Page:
The Politically Incorrect Show - 13/06/2001
[Music - Die Fledermaus]
Good afternoon, Kaya Oraaa & welcome to the Politically Incorrect Show on the free speech network, Radio Pacific, for Wednesday June 13, proudly sponsored by Neanderton Nicotine Ltd., the show that says bugger the politicians & bureaucrats & all the other bossyboot busybodies who try to run our lives with our money; that stands tall for free enterprise, achievement, profit, & excellence, against the state-worshippers in our midst; that stands above all for the most sacred thing in the universe, the liberty of the human individual.
[Music up, music down!]
In the wake of Timothy McVeigh's execution, the vexed question of capital punishment has exercised our minds again. To oppose capital punishment in the circles I move in is to run the risk of being called a wuss, a wimp, someone who's soft on crime, or, more eruditely, a rampant sceptic. Lately I've been discussing the matter privately by e-mail as well with a supporter of capital punishment. This boy is as sharp as a tack & doesn't let me get away with anything, so I've been forced to try to clarify my own thinking on this matter.
First, I accept that someone who takes the life of another forfeits his own right to life. I do not take the view that ALL human life is sacred regardless of whose it is. Hitler's life was most assuredly not sacred, nor is that of any murderer who in effect renounces his status as a human being. That a murderer deserves to die is not in question. What I do not accept is that the state is thereby obligated to kill him. The fact that someone deserves to die does not make killing him the ONLY option, any more than raping a rapist is the only option.
In devising a system of penalties & punishments, the state IS obligated to take the full context of human existence into account. Part of that context is human fallibility - the possibility of error. This, note, does not mean that people are ALWAYS in error & can NEVER get it right & know with full certainty that they HAVE got it right. To acknowledge the possibility of error, after all, is to presume the possibility of certainty; it is most emphatically NOT to embrace "rampant scepticism." Now, the supporters of capital punishment say that when one IS certain that person X committed the murder with which he has been charged, the state should proceed to kill him. That allows for the following disparity - that murderer X is put to death because the evidence against him is conclusive, while murderer Y is spared because the evidence against him is merely strong (remember, a person's guilt or innocence is a FACT, independent of our knowledge of it or evidence for it). I, on the other hand, argue that the severity of a sentence should be commensurate with the severity of the crime of which one has been found guilty, not with the conclusiveness of the evidence. A person found guilty "beyond reasonable doubt" should be treated the same as someone found guilty beyond ALL doubt. If the former should not be put to death - because there is still SOME doubt - neither should the latter. Both are murderers in the eyes of the law & should be treated equally (leaving aside here any question of mitigating circumstances, which is irrelevant to THIS argument). What is wrong with sentencing BOTH to a living death, the life-long denial of their liberty? That serves the dual purpose of punishing the guilty appropriately AND leaving open the possibility of redressing any error that may have been made.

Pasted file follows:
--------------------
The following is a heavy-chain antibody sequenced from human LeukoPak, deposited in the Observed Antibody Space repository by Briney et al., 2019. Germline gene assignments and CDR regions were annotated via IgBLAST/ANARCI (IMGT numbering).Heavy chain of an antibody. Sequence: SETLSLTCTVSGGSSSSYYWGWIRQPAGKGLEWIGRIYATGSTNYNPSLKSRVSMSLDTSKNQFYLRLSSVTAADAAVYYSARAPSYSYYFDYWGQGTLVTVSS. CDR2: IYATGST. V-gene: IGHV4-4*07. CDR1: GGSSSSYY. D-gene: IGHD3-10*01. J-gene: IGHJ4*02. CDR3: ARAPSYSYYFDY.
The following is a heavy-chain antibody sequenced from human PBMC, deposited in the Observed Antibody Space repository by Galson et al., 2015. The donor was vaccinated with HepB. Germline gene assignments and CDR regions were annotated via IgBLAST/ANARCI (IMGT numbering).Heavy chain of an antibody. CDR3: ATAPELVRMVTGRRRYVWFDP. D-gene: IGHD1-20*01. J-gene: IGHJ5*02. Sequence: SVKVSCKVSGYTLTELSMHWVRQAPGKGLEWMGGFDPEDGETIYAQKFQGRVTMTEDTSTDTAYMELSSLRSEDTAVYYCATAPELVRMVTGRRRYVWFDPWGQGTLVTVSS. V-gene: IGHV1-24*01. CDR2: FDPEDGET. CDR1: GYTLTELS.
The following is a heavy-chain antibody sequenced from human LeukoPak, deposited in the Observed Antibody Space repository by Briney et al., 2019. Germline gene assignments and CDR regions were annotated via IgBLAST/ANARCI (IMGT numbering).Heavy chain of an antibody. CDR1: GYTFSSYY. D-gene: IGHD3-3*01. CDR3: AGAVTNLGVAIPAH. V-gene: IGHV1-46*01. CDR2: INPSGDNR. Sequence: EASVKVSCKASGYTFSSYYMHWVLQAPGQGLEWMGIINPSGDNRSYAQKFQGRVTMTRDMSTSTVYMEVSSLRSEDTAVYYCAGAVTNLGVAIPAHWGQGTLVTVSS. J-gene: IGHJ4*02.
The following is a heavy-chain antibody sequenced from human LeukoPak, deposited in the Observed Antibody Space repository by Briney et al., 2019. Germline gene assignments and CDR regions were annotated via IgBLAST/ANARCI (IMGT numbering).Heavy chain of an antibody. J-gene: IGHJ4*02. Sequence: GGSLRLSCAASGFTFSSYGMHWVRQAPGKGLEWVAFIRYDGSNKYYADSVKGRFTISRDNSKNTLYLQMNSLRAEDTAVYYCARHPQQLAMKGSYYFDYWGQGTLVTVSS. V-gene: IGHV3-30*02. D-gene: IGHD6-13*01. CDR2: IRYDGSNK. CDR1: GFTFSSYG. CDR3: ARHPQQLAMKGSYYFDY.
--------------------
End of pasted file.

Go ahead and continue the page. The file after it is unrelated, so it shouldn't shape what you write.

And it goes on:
Am I convinced of my own case? Well, if I hear a better one, I'll be the first to embrace it. Over to you!
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